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As further details about the NATO strike that killed 24 Pakistani soldiers continue to trickle out, Pakistan has scoffed at US attempts to apologize and repair damage done to the US-Pakistan partnership and hinted that the Saturday attack could mark a point of no return. However, the two countries are still heavily dependent on one another, which could be enough to prevent a break.
In an interview with CNN Monday, Pakistan's Prime Minister Yousuf Raza Gilani said "Pakistan was re-evaluating its relationship with the United States," noting that Pakistan wanted to continue its relationship "as long as there was mutual respect and respect for Pakistan's sovereignty." The most recent attack was a violation of sovereignty, Mr. Gilani said.
The Washington Post reports that, according to Pakistan Army spokesman Maj. Gen. Athar Abbas, the NATO attack at two border outposts lasted for almost two hours and Pakistani Army requests to NATO to bring an end to the fire were ignored. Mr. Abbas rejected Afghan claims that the Pakistani soldiers fired first and said that NATO and Afghanistan knew the exact border outpost locations, provided by Pakistan, and that the area had recently been cleared of militants.
NATO pledged to conduct a full investigation into the strike on the soldiers, which it said was "tragic and unintended," according to the Washington Post. Editor's note: This sentence was added to clarify the US explanation of the strike.
He also said that the US failed to follow procedure and inform the Pakistani Army that they were receiving fire from the Pakistani side of the border. The Washington Post reports that US troops have repeatedly come under attack from the Pakistani side of the border, often within sight of Pakistani border posts and military bases, and that the proximity of Pakistani military positions does not necessarily mean that there are not militants operating in the area.
In a joint statement late Saturday, Secretary of State Hillary Clinton and Secretary of Defense Leon Panetta offered their "deepest condolences." However, Pakistani newspapers, including The Nation, reported today that Abbas said, "NATO regret over the killing of Pakistani soldier is not enough. … We think this is not enough and we do not accept it. Such raids have also been conducted in the past. Such attacks are unacceptable."
The New York Times notes that the cycle of American apologies and initial righteous anger from Pakistan is one that has played out before – but it becomes harder to return to normal relations each time.
The reaction inside Pakistan nonetheless followed a now-familiar pattern of anger and tit-for-tat retaliation. So did the American response of regret laced with frustration and suspicion. Each side’s actions reflected a deepening distrust that gets harder to repair with each clash.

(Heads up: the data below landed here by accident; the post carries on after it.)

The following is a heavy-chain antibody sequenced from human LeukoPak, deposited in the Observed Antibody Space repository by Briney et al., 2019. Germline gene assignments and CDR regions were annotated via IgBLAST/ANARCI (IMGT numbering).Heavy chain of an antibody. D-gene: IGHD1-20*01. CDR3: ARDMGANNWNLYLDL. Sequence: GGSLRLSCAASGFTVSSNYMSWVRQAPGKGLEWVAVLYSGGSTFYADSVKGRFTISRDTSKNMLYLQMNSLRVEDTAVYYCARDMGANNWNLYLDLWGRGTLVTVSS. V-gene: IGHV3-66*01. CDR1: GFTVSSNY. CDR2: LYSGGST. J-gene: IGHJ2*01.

The question now, as one senior American official put it on Sunday, is “what kind of resilience is left” in a relationship that has sunk to new lows time after time this year — with the arrest in January of a C.I.A. officer, Raymond Davis, the killing of Osama bin Laden in May and the deaths of so many Pakistani soldiers.
In each of those cases, Pakistan had reason to feel that the United States had violated its sovereignty. Even if circumstances on the ground justified the American actions, they have nonetheless made it difficult to sustain political support inside Pakistan for the strategic cooperation that both countries acknowledge is vital to winning the war in Afghanistan. “Imagine how we would feel if it had been 24 American soldiers killed by Pakistani forces at this moment,” Senator Richard J. Durbin, Democrat from Illinois, said on “Fox News Sunday.” The rift is one result of the United States’ two-pronged strategy in Afghanistan, which relies on both negotiating and fighting to end the war.
The Washington Post reports that upcoming meetings between American and Pakistani officials have been put on hold and that Pakistan's Foreign Minister Hina Rabbani Khar said that Pakistan is reconsidering sending a delegation to the critical Bonn conference on Afghanistan in December. The US considers Pakistan a critical ally as it prepares for its withdrawal from Afghanistan. “This is pretty serious,” a US official told the Washington Post. “We should not expect this to blow over soon.”
Among the Pakistani public, there was fury. Rallies across the country demanded an end to the US-Pakistan alliance and lawyers went on strike, demonstrating outside court buildings, Pakistani newspaper the Dawn reports.
An editorial from Pakistani newspaper The Nation says that an apology from the US isn't enough this time because in the year since the last apparently accidental attack on Pakistani soldiers, the Osama bin Laden raid and discovery of covert CIA contractor Raymond Davis have happened, compounding tensions.
For the USA, or NATO, to expect that an apology would serve, as before, to wash away its crime, and allow supplies to flow as usual, will be an error. To contemplate a restoration would be to invite an even bigger disaster. It would also show to NATO that the government does not care for the lives of its soldiers. It has already shown a supreme indifference to the fate of its civilian citizens, but such casualness towards its military forces would be unprecedented.
The stopping of NATO supplies should be a starting point, with a swift movement to disengagement from the USA’s so-called War on Terror, the logical next step. The government thinks that adherence to the USA would cause it to continue in office, but it should disabuse itself of that notion. It is up to Pakistan to show that it regards its own citizen’s lives with importance equal to, if not greater than, some other state’s.
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